Three victims linked to one incident that was about drugs, gun violence and revenge

FORT WAYNE, Ind. (WANE) — The defendant apologized over and over to the victim’s family and his own.

But as Ahmad K. Pearson’s family filled half the courtroom Friday and sent their love and hope to him as he sat in prison orange, the truth was he killed another man, Travis Jones.

Pearson, now 23, was there for his sentencing after he pleaded guilty in February to voluntary manslaughter, a lesser charge than the original murder charge. Pearson was sentenced to 40 years, 10 of which will be probation.  The sentence broke down to 30 years for voluntary manslaughter and 10 years for using a gun.

Pastor Gary Griffin, whose brother was killed in the cycle of violence, spoke at Ahmad Pearson’s sentencing Friday.

Everyone in the courtroom wished the hands of the clock could be rewound. Pastor Gary Griffin of the Love of Christ Worship Center in Fort Wayne said the tragedy began with the overdose death of his brother, Ernest Griffin, found dead by his wife at Traveler’s Inn, two days before the shooting death of Twilah Newmon-Thomas, 44, on Sept. 11, 2020.

When the streets blamed Twilah for Ernest’s death by a speedball – a combination of cocaine and heroin that proved too strong for the 59-year-old’s heart – Griffin said he tried to calm his 40-year-old brother, Jones, 40, looking for revenge.

On Sept. 11, 2020, Twilah Newmon-Thomas was shot dead around 11:45 p.m. Fort Wayne police found her seated in a vehicle at the Hickory Mill apartment complex in the 5800 block of Turtle Creek Drive.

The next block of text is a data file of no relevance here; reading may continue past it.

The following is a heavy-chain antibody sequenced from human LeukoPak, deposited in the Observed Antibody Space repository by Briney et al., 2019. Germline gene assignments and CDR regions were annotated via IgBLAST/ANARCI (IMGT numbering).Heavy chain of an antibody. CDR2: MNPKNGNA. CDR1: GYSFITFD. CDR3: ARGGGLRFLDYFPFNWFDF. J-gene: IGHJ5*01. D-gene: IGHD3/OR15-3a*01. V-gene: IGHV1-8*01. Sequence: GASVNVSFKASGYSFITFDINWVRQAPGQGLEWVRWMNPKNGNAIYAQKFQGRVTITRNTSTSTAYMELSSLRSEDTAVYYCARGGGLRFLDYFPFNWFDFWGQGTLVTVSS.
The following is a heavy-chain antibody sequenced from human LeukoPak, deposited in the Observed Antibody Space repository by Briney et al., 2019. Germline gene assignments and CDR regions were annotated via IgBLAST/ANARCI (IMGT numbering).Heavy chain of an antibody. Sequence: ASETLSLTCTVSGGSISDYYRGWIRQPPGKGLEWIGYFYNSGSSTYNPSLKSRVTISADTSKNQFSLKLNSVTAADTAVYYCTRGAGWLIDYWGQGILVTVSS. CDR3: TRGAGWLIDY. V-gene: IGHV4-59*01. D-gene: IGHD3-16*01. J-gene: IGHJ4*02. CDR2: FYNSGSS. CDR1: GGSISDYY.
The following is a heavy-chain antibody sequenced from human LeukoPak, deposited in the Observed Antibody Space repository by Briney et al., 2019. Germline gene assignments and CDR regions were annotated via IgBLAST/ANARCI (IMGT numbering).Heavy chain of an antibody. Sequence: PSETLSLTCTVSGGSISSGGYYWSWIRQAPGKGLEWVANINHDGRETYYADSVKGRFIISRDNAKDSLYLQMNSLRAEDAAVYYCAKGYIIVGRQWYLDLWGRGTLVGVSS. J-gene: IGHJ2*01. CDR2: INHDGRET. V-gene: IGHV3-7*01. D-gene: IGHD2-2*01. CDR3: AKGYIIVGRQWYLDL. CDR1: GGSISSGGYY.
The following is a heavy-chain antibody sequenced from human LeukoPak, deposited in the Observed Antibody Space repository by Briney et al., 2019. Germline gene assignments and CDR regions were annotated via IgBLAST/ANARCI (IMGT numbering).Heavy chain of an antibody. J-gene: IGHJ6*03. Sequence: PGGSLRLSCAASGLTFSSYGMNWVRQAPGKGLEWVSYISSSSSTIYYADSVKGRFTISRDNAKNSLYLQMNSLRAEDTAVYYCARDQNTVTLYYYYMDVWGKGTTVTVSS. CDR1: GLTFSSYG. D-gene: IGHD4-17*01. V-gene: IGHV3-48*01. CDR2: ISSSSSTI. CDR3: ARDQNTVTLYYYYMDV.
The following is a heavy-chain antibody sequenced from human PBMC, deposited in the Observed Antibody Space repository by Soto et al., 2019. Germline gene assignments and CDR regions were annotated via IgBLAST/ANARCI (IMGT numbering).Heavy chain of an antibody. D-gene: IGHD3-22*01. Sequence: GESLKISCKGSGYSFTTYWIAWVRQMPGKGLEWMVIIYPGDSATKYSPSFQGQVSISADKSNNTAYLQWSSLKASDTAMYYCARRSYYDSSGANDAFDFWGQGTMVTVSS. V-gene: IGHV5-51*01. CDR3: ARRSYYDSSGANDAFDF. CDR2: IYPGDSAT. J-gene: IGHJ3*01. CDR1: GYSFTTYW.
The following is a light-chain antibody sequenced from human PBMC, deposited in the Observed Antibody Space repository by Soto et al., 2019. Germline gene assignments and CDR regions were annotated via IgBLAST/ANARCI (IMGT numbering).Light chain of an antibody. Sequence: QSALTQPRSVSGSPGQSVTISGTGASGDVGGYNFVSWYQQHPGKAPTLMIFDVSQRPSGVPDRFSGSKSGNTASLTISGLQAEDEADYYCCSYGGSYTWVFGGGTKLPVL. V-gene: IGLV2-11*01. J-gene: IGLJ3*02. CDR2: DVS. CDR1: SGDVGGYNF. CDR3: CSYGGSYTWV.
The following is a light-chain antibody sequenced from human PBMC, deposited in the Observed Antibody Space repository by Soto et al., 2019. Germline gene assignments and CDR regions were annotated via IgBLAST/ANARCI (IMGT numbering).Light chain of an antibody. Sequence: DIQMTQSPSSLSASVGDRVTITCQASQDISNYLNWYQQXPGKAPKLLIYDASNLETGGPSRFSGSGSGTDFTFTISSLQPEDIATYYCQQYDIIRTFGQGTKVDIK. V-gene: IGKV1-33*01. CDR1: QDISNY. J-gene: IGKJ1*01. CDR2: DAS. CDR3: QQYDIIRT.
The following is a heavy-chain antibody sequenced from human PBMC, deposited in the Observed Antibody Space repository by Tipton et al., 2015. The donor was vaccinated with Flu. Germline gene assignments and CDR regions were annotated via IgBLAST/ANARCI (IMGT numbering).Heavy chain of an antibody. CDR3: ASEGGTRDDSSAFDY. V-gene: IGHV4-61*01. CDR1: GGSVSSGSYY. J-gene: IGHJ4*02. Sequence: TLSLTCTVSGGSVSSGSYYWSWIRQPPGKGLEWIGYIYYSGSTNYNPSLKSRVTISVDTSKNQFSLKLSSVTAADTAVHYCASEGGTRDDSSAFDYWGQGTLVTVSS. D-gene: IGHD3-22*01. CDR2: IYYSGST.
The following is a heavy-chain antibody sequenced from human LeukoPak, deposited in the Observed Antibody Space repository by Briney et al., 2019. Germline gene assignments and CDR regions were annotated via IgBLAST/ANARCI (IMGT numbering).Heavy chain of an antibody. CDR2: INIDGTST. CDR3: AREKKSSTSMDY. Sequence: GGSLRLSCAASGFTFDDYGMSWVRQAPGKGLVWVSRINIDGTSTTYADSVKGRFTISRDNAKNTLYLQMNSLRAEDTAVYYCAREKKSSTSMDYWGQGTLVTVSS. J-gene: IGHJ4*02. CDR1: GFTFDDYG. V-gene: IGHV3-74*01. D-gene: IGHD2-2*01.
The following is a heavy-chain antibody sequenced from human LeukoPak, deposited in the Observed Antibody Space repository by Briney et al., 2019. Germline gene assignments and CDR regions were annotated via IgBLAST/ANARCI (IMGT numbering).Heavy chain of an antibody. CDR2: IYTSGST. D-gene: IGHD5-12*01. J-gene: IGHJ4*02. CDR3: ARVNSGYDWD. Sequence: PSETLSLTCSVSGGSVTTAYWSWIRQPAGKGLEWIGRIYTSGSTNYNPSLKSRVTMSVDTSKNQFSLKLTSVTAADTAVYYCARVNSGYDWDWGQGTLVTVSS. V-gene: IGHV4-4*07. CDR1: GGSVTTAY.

Once again, the streets talked, but this time police did, too. According to court testimony, Jones was the number one suspect in Twilah’s homicide.

Eleven months after his mother’s killing, Pearson unloaded several bullets into Jones found slumped over in a red 2002 Oldsmobile Bravada on South Monroe Street on August 31, 2021 around 10 p.m.

According to a probable cause affidavit written by homicide detective Roy Sutphin, just after the shooting, Ahmad, known as “AP,” posted a video on Snapchat that he’d been “smokin on a Pac-Man,” the alias for Jones.

The circle of revenge was complete.

Ahmad was a good son, the one who looked after his mother as she struggled with drugs. When all the other kids went to live with their grandmother, “he stayed with his mother,” Ryan Gardner, his attorney, said, his voice faltering as he said it.

The night Twilah was killed, Ahmad was waiting for her, Gardner said. “He heard the shots. It’s not an easy thing to lose his parents to gun violence. He wishes that this would never have happened.” He begged Gull to take into consideration the fact that Pearson was 20 when he killed Jones and he was remorseful.

At Pearson’s sentencing, his grandmother, Linda Thomas, said Ahmad would often call to check on her.

“You good, Grandma?” he’d ask her. “Yeah, I’m good,” she’d reply, Thomas told the court Friday.

His aunt, Mary Thomas, said Ahmad was a “very loving person,” the kind of kid who would learn to use a snowplow to help out the family. He was a fan of the Food Network, particularly of Emeril, and she said she still could see him doing something like that, becoming a chef.

“I still see him being (better) than what society is saying he is,” Mary Thomas said.

Ahmad also drew the sympathy of the sentencing judge, Fran Gull, who noted the trauma he suffered growing up, first with the gunshot death of his father when he was 11 and then, the same for his mother.

Gull said she wondered why no one addressed the trauma at the time.

He checked himself in for substance abuse counseling or treatment in 2018, but it didn’t work.

The court of law doesn’t work on an “eye for an eye, a tooth for a tooth.” That’s only the streets.

There were the consequences of his actions, of taking away a father from his four children, ranging from four to 20. Jones’ older brother, Antione Billingsley, spoke in court about the six bullets pumped into Jones’ body and said he was shot in the back as he tried to flee.

“Travis was all about his children,” Billingsley said.

“We can’t justify what you did because you were angry about what he did. We were angry, too,” Billingsley said.

“We both lost loved ones,” Griffin said. “All I ever wanted from the jump was to let God handle this whole thing.”

With so many dead, “where did it get us?”